Sunday, March 8, 2020

Hiding in Plain Sight: Madison Bumgarner

Unlike an allegory or most fables (thank you Aesop) the purpose of a tall tale is not to reveal a moral, personal or political truth. A tall tale is used for entertainment and for fun. Indeed, a campfire is better with one, two or ten of them. But, I don't see why a good tall tale cannot entertain and teach. And in the tall tale of "Mason Saunders," we have an interesting one, that also speaks to the spiritual life: the notion of hiding in plain sight. 
As written in one of the most popular of all tall tales, Paul Bunyan, An American Folk Tale,
A tall tale is a story about a person who is larger than life. The descriptions in the story are exaggerated – much greater than in real life and this is what makes the story funny. Long ago, the people who settled in undeveloped areas in America first told tall tales. After a hard day’s work, people gathered to tell each other funny stories. 
Each group of workers had its own tall tale hero. Paul Bunyan was a hero of North America’s lumberjacks, the workers who cut down trees. He was known for his strength, speed and skill. Tradition says he cleared forests from the northeastern United States to the Pacific Ocean.
Some people say Paul Bunyan was the creation of storytellers from the middle western Great Lakes area of the United States. Other people say the stories about him came from French Canada. San Francisco Giants fans know otherwise.
He was born in Hickory but raised in Lenoir, North Carolina. At the age of 18 he was chosen as the tenth pick in the overall draft. He earned earned three rings and was named the Most Valuable among them on the third try. He has ridden a horse inside the yard and wanted to down Market Street, but was encouraged not to do so for safety reasons. His face has even graced the cover of a national sports magazine when he was named the best in all of sport in 2014. To those in the Bay Area he is known as MadBum....but to those in rodeo he is Mason Saunders.

I could spin the yarn around Madison Bumgarner for weeks on end. And in all honesty, why not? The subject is a fascinating one. As a Giants fan, I recognize my bias but when in the last time you heard about a great athlete nearly compromising his or her career for another athletic passion incognito. Bo Jackson told us "football is just a hobby for Bo Jackson." But we knew Bo. According to the article that revealed Sauder's real identity, “No matter what hobbies I have, I take ’em serious,” Bumgarner said. “That’s just my personality. I don’t do anything just for fun, per se. I wish I did.” Serious enough that he competed in team rodeo roping as Mason—a shortened version of Madison, “something for my wife to call me when we were out in public to keep people from recognizing me" with the surname of Saunders— the maiden name of his wife, Ali. And won.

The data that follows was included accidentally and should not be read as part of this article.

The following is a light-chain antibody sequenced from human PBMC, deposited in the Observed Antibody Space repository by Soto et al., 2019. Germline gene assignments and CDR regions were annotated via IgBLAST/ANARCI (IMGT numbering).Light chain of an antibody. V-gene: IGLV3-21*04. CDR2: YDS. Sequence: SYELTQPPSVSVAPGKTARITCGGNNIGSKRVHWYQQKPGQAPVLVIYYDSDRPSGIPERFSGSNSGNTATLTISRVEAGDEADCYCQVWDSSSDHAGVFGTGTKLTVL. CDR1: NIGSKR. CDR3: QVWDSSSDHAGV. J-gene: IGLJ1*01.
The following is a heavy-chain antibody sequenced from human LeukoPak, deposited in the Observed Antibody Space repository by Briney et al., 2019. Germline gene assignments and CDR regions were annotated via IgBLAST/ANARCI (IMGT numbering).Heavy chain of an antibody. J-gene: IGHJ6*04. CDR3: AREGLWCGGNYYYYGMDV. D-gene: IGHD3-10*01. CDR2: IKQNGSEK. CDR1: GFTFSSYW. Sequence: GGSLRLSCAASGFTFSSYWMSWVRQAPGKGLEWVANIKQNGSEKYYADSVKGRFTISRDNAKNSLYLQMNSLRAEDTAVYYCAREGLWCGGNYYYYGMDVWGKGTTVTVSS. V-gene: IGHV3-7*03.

It's hard for me to understand how MadBum was hiding in plain sight for this long. Athletes have detailed restrictions in terms of what they can and cannot do in the off-season. Any activity that puts their body at risk—skiing, sky-diving, the usage ATVs, motorcycle or car racing etc can be a violation of their contract. My sense is that rodeo-roping ought to be included in this list. What is interesting however, is that according to Meet Mason Saunders, the secret rodeo identity of Madison Bumgarner, those in the rodeo-roping community long knew of Saunders' true self. The rest of the world however never did.

Bumgarner wasn't really hiding, either. His photo openly and frequently posted on social media. Other than an alias, he didn't do much to hide out. His face, his stature and his passion are not unfamiliar. As noted in The Athletic (as well as the 2014 Sportsman of the Year article) "He’s practiced roping on everything from a statue of a bull at Scottsdale’s Fashion Square Mall to Jeremy Affeldt’s patio furniture." If I were asked to spot him in a line up, I am confident that 10 out of 10 times, I would succeed. Others here in SF could too.
So often in life, things are hiding in plain sight. The truth, what I have lost, something I's in front of my nose. What does it take for us to find it? I love this question. 

Just the other day, I heard from a friend I hadn't talked to in a long time. I went to reply to her e-mail and a book that she gave me 12 years ago, caught my attention. That book has been sitting there on the same book shelf in my classroom all year. Why did I only see it....or see it again, just now? 

Richard McBrien wrote that to be spiritual is to "understand there is more to life than what meets the eye." It's a different way to think about our vision and the spiritual life. To be spiritual is to recognize that in life we might see what is not in front of us. We might not even see what IS in front of us!  When either or both speak to us, when they catch our attention—pause, stop and consider the message and its meaning.
This is the photo that did him in.

It was a Facebook posting—a slightly blurry picture of Mason Saunders and his winning partner—broke this story, or rather gave birth to this new tall tale. Rob Manfred, the Commissioner of Major League Baseball should thank Andrew Baggarly and Zach Buchanan for doing so. This tall tale is a welcome change in the story and saga of the Houston Astros cheating scandal. How it all ends...both for Mason and for the Astros....where it will go...and what more we will learn? Let's gather around the campfire and share that too.  Bring to it stories of what you DO see and else might be hiding in plain sight. 

Photo Credits
on a horse

Mason Night
FB posting

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